As first-term legislators, we’ve had the opportunity to thoughtfully weigh in and tackle numerous challenging issues, including balancing the state’s budget and implementing the new state-run health care exchange. While some issues at the Capitol will always be contentious, we never thought that transportation funding and policy would join the ranks of taxes and health care.
Before our elections to the Legislature last year, we worked with local governments and businesses to make our communities strong and prosperous. We worked with our local chambers of commerce to ensure that priorities like schools and transportation were funded. Transportation has always been a nonpartisan issue, because every Minnesotan understands the need for good roads, bridges and transit systems to move people, goods and services.
Once elected, we eagerly requested to serve on the House and Senate transportation committees because our legislative districts and regions had pressing transportation needs. It was also an opportunity to work with a diverse group of lawmakers from across the state to develop a comprehensive transportation initiative that put Minnesotans to work on new roads and transit systems and provided safety on the state’s most dangerous highways.
Unfortunately, Minnesota faces a $21 billion transportation deficit. That means our transportation needs significantly outpace the available funding for roads and bridges. Even during this legislative session, lawmakers have submitted more than $1.4 billion in transportation requests that cannot be met, because we lack the ability to adequately fund transportation.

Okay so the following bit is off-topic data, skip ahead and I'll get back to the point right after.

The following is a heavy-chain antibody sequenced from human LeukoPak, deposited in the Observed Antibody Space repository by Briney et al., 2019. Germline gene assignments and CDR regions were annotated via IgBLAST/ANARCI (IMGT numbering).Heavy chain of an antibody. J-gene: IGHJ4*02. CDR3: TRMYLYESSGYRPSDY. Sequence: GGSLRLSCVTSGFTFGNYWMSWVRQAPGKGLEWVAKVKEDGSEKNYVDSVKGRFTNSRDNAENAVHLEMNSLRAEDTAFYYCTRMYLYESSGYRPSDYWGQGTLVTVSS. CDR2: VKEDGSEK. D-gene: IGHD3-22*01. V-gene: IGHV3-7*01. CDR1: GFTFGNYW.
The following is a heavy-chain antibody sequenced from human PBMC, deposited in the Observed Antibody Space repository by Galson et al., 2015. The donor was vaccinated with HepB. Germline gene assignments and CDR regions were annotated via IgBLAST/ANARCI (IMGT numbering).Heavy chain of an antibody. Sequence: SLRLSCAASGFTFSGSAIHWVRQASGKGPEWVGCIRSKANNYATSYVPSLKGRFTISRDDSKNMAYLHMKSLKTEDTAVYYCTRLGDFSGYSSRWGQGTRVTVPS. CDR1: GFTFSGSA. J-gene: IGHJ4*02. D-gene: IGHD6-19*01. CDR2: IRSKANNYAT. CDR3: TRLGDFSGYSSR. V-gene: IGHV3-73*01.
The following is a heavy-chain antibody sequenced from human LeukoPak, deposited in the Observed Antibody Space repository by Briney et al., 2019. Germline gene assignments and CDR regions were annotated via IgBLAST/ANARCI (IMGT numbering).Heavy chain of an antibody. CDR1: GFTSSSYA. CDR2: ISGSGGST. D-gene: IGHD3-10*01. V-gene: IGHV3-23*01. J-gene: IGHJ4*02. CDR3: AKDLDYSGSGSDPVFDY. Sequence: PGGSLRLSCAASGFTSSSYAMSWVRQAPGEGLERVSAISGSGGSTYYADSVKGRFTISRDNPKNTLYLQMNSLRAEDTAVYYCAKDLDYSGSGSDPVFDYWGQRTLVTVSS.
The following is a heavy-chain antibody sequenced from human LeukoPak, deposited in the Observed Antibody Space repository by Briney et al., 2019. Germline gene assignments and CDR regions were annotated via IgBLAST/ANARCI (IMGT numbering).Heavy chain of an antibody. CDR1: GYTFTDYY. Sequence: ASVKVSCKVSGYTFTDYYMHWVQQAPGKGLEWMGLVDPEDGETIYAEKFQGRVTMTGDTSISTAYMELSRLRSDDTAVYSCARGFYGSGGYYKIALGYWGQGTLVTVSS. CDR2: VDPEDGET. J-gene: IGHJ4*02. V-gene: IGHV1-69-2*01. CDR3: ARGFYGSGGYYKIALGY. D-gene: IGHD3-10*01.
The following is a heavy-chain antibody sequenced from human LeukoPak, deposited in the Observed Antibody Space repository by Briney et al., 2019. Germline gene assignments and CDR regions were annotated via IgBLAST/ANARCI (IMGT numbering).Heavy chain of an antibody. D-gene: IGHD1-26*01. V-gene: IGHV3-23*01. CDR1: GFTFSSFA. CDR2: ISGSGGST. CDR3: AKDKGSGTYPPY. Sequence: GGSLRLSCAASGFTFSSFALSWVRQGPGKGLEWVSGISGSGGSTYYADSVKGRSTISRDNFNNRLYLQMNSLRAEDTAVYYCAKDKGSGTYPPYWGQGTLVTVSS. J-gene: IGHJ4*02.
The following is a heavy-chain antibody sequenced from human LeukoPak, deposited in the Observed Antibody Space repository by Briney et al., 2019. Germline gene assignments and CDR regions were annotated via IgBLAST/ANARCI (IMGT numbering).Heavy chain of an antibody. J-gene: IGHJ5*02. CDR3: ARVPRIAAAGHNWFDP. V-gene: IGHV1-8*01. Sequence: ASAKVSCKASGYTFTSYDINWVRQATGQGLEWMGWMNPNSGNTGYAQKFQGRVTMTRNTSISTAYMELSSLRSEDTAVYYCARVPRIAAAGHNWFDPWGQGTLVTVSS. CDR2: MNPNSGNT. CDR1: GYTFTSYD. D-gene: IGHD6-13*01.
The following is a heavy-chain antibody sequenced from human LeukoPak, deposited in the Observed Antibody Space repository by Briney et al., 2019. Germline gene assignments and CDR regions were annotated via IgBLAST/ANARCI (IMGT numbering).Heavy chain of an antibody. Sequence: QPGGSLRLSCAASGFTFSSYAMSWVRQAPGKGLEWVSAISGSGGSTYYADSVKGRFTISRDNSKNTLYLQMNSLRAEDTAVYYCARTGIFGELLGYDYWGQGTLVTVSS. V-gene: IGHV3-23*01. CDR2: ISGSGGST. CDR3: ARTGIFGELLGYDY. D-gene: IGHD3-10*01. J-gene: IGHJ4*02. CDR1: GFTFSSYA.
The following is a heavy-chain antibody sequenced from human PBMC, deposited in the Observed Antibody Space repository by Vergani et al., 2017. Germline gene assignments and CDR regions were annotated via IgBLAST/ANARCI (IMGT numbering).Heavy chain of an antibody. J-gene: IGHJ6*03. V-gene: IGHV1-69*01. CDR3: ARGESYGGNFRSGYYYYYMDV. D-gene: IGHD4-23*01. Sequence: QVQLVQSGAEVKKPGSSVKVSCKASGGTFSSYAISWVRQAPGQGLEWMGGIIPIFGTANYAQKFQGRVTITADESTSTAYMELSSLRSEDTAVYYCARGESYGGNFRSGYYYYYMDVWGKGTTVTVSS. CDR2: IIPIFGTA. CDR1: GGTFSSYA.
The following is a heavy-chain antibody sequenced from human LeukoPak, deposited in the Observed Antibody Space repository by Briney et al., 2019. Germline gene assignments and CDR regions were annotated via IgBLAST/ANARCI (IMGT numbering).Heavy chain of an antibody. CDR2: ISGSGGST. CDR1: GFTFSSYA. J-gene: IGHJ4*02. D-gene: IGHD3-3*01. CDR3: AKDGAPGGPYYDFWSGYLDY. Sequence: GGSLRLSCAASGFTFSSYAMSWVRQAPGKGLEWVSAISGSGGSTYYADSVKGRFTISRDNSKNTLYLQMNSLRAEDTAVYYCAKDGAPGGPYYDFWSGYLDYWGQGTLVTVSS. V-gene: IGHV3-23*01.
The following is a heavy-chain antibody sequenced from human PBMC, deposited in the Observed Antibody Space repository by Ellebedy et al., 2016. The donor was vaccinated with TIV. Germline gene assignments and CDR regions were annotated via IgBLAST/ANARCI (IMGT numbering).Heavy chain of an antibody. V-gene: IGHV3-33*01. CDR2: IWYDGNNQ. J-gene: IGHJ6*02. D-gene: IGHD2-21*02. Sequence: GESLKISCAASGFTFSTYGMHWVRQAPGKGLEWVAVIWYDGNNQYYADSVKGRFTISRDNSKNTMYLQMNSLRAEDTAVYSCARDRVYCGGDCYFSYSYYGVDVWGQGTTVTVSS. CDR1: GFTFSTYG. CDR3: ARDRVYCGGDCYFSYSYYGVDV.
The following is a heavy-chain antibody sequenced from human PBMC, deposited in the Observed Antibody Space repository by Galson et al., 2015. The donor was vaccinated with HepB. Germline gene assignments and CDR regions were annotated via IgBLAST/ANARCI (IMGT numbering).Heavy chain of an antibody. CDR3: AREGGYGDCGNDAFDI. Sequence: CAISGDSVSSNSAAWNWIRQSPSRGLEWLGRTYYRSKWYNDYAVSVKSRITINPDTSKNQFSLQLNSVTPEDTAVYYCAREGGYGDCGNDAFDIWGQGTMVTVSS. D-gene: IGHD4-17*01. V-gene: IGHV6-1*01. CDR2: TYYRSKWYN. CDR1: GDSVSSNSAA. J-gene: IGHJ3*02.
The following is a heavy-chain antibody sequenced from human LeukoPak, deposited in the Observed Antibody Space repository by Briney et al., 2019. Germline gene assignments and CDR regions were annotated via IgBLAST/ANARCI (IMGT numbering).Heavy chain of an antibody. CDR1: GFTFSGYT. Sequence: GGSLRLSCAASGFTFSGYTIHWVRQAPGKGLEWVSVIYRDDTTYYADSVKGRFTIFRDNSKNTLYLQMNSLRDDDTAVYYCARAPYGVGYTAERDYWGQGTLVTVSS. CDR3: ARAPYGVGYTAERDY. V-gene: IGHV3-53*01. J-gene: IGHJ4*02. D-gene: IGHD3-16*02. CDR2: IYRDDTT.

Our infrastructure needs are going unmet. In the Twin Cities, highway congestion requires the state to expand Interstate 494 in Plymouth. Hwy. 23 from Willmar to Paynesville needs to be upgraded from two to four lanes to improve safety and better connect our regional centers. Work on Hwy. 14 from Dodge Center to Owatonna, one of the state’s most deadly highways, has been anticipated by the Minnesota Department of Transportation for more than 30 years, yet it isn’t in the agency’s long-term construction plans.
The state faces challenges meeting an agreement from 1960 to move Hwy. 53 from Eveleth to Virginia to meet growing economic development needs. A new road was expected to be in place by 2017, but that is now is question. In the lakes region, MnDOT has even suggested that expanding Hwy. 371 in 2018 may be postponed because of lack of funding. These road projects are requirements for Minnesota’s economy to fully recover and grow even stronger.
Minnesota must meet its transportation obligations across the state. While we believe a Twin Cities-only sales tax dedicated to transit may help improve mobility in the seven-county metropolitan area, it does not help Minnesota’s 80 other counties that are looking for needed infrastructure funding to build and maintain roads and bridges.
We have important transportation needs in Greater Minnesota and we cannot afford to wait while our highways become more dangerous and costly to fix. That’s why more than 60 counties have passed resolutions asking the Legislature for new funding for a comprehensive transportation package. Minnesota needs a long-term solution.
Minnesotans want their leaders to lead on issues, and transportation is not an exception. Minnesota needs a comprehensive, balanced transportation package this session.
Anything short of this doesn’t deserve a vote this year — and it will not get ours.
Senator Vicki Jensen, DFL-Owatonna, is a member of the Minnesota Senate. Jason Metsa, DFL-Eveleth, is a member of the Minnesota House.